Google – Once Again – Publicly Discloses Windows Bug After Microsoft Fails to Patch It

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Feb 20, 2017
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Google is once again dropping the same bomb on Microsoft – disclosing a vulnerability publicly after the company failed to patch it in time.

Microsoft keeps failing to patch critical security flaws in Windows

The Redmond software giant was expected to a send a security update on Patch Tuesday last week. However, it failed to do so and said that the updates will now be released “as part of the planned March Update Tuesday,” on March 14, 2017 – a whole month after they were supposed to go live.

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Even before this delay, a security researcher released a Windows Server zero-day exploit on GitHub after Microsoft failed to release a fix, despite being warned three months ago. The public release of zero-day security vulnerability triggered a security advisory from the US-CERT Coordination Center (CERT/CC). When asked if the public disclosure of the security vulnerability was irresponsible on the part of Laurent Gaffie (security researcher responsible for the detection of the bug) he had said the responsibility lies with Microsoft.

That wasn’t the first time Microsoft failed to patch a critical vulnerability despite being warned. In October last year, Google’s Threat Analysis group disclosed details of a critical Windows security vulnerability in a public post on the company’s blog. The search giant had said the zero-day Windows bug was being actively exploited in the wild, and that Microsoft had failed to patch it in time – Google has a 7-day policy, after which it publicly shares the vulnerability information, something that Microsoft and others absolutely hate.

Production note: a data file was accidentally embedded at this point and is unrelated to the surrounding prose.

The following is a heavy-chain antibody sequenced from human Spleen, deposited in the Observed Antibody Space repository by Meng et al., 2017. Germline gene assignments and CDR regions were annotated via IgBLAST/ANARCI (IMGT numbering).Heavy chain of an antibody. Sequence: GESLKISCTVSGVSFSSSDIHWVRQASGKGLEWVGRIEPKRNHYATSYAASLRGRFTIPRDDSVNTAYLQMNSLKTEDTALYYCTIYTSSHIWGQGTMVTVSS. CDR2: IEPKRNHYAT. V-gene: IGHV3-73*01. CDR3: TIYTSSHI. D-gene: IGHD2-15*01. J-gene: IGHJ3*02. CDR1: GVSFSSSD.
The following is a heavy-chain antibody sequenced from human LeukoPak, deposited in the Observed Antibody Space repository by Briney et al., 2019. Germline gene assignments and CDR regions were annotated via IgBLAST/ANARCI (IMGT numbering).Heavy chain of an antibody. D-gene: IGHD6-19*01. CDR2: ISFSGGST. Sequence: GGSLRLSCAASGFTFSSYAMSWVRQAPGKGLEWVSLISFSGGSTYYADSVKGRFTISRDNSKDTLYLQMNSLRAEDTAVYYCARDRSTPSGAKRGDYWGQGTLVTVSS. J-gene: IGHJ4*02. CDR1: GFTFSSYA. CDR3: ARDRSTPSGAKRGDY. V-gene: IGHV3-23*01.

Coming back to present

Google’s Project Zero security research department has once again released a zero-day vulnerability in the wild. However, this time it didn’t just wait for 7 days, but revealed the vulnerability after Microsoft failed to patch it within the 90-day window given by the company.

The latest bug affects the Windows GDI (Graphics Device Interface), which is a library that enables applications to use graphics and formatted text on both the video display and a local printer. The bug enables hackers to steal information from memory and affects Windows versions from Windows Vista Service Pack 2 to the very latest Windows 10.

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While last November, Microsoft’s Terry Myerson had called Google’s actions as “disappointing” because it “puts customers at increased risk” of exploitation, he can’t say the same now. Last year, Google had released the information after just 10 days, however, the company has now disclosed information after giving Microsoft over 90 days.

“This bug is subject to a 90 day disclosure deadline. If 90 days elapse without a broadly available patch, then the bug report will automatically become visible to the public,” the advisory reads.

More details on the bug can be found here.

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